How to apply Wax to Antique Furniture
Wax helps to bring life back to dull and worn furniture and is one of the most used products in furniture upcycling.
Antique furniture will lose color over time but using wax helps bring out and preserve the beauty of the wood.
Although it’s easy to apply wax to antique furniture, there are a few basic steps you should take to prevent streaking, etc.
The first thing you will want to do is give your piece of furniture a good clean using a non-abrasive cleaning solution, or even just a little vinegar in water can do the trick.
Now with a little elbow grease and time, you will begin to lift away all the old smoke and tobacco stains, any grime and dust that has built up over the years, and begin to see the color come through.
You may need to take a few runs at this process but it is definitely worth the effort.
Some experience furniture restorers will use fine steel wool for the cleaning process, but if you have little experience, it’s best to stick to a light bristled dusting brush to remove any deep staining. If this doesn’t work, a toothbrush may help but always be on the lookout in case you are scratching the wood.
To make your life easier, don’t apply too much furniture wax at one time as it can make it hard to buff and will often leave a dull finish. So always be conservative with the wax and know that you can always add more when needed.
To apply the furniture wax correctly, you’ll need a lint-free or soft cotton cloth.
Start by dipping your cloth into the wax, then in a small circular motion, begin applying it sparingly over the surface.
Keep rubbing the wax into the grain in the circular motion you started with and when you are about to finish, rub the wax in the direction of the wood grain.
Always wait at least half an hour before buffing. You want to make sure the wax has been fully absorbed by the wood. Leave a bit longer before buffing if you have any doubts.
Now you need a clean cloth, it’s time to buff and bring the wood to life.
Buff the surface in the same direction as the grain until you see the sheen come through. The more you buff, the higher the sheen you can achieve and the better your furniture will look when finished.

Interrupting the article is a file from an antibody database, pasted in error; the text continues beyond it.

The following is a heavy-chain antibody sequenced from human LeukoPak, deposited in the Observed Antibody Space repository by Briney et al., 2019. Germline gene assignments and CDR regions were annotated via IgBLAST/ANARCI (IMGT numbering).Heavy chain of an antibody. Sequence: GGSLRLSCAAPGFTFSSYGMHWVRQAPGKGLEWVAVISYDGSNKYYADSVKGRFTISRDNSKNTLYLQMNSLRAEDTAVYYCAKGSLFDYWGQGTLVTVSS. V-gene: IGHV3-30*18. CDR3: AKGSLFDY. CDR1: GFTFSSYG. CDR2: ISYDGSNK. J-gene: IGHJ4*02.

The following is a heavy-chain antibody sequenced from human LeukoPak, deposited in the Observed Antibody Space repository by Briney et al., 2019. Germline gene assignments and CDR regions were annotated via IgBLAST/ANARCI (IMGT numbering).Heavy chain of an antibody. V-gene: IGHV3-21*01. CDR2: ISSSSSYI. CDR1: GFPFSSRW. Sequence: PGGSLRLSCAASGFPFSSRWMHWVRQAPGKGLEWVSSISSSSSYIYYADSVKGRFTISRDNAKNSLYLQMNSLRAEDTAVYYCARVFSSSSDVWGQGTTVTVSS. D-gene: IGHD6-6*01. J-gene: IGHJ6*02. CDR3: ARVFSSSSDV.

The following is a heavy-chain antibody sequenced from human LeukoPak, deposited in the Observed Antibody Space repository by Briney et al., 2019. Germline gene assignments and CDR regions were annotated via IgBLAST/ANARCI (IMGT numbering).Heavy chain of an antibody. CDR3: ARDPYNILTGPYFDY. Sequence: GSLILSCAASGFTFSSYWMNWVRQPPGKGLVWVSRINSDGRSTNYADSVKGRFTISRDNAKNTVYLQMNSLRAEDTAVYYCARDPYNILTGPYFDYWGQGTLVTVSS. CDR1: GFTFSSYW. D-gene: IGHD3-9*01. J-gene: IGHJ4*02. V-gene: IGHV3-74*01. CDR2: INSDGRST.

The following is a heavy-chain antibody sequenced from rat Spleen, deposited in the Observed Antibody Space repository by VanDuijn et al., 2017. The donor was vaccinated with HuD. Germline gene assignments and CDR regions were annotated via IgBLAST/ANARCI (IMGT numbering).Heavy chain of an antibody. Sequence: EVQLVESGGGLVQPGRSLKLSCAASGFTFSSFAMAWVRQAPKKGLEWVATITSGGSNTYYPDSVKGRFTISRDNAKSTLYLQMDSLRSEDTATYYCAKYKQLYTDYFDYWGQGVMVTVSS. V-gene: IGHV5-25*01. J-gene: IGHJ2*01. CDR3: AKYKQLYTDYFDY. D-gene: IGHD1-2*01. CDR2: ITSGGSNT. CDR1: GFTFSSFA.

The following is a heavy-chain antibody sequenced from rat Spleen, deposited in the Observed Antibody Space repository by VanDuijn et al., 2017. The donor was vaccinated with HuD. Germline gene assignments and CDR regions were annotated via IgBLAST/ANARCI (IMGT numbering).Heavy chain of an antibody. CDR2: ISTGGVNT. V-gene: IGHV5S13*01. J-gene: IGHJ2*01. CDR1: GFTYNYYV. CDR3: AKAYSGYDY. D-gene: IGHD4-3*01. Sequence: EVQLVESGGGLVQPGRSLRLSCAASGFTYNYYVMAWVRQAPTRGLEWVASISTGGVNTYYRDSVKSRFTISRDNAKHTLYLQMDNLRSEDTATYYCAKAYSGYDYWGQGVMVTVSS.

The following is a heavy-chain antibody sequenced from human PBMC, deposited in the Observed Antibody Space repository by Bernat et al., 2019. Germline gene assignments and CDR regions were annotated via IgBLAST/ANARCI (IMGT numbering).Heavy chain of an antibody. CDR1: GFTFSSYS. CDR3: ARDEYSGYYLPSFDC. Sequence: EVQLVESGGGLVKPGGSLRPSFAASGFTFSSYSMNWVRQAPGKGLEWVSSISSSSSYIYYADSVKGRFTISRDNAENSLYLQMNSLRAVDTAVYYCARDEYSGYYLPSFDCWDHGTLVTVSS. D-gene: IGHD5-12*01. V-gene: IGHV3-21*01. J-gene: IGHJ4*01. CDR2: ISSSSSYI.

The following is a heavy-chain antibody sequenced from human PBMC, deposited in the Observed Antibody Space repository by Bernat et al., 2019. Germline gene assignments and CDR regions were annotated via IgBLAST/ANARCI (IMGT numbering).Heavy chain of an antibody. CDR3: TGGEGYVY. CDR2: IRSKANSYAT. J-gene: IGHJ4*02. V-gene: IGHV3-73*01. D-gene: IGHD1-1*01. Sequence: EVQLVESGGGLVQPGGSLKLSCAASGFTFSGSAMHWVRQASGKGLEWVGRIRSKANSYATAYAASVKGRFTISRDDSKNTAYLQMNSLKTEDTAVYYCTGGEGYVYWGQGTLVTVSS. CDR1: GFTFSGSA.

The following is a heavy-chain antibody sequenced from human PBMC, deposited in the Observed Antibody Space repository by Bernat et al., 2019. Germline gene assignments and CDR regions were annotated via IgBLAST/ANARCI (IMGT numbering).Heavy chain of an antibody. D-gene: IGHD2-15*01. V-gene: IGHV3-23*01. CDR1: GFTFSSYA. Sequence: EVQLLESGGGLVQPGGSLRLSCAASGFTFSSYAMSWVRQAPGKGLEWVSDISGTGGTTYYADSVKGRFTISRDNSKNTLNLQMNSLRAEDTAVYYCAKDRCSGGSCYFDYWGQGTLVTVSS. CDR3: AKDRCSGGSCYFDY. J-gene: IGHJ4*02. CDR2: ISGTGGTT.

Doing this process in thin applications will give you the best finish possible and help to protect your furniture in the future.
Repeating this process every few months will keep your precious wooden furniture in the best condition over time and help them hold value.
What kind of wax to use on antique furniture?
Paste wax is ideal for antique furniture as it includes beeswax and carnauba wax in most instances, which help to protect the timber.
Below are some good quality furniture waxes that are reasonably priced and easy to buy.
Minwax Paste Finishing – around $30
Antiquax – about $15
Gillboys Polishing Waxes – about $40
Briwax Wax Polish – about $20
BWC Clear Paste Wax – about $30
If you are restoring a piece of furniture that has metal fixings etc, you may require metal polish. Below are some well know metal polishes that will help clean those bits of metal. But never get the metal polish on the wood as it can cause damage.
When possible, remove any metal and polish away from the wooden furniture.
Goddard’s Silver Polish – as little as $5
Goddard’s Brass & Copper Cleaner – as little as $5
Never-Dull Brass Polish – about $10
Maas Metal Polish – about $30
Products not to use on Antique Furniture
You can never be too careful when dealing with antique furniture, and this is the way to be when applying any product to the surface.
Many of the most popular polishes on the market are not safe for use on older furniture, and care should be taken applying any polish for the first time.
Test on a small corner etc, before applying to the main surface or any surface in view and wait to make sure there is no staining or visible damage.
Here are a few polishes you should never apply to wooden antiques.
Aerosol polishes – Polishes that are aerosolized tend to leave a film on the surface that only ends up attracting dust and debris.
Polishes with acidic juices or extracts – Every cleaner loves the fresh smell of lemon, but remember to avoid any polishes with acidic extracts or juices as these can leave an oily film that attracts dirty fingerprint marks, dust, and debris.
Oil polishes – When used on antique furniture, it can soak into the open grain and then oxidize, turning the wood black.
Check With an Expert
Most, if not all, antique furniture can be polished and dusted regularly, while the more intricate pieces of furniture may require more expertise and care. But if you ever feel unsure, there’s always an antique dealer close by who can answer any questions you have.
Spending ten minutes on the phone with an antique dealer can often be far less expensive than having to replace any damage caused by inexperience.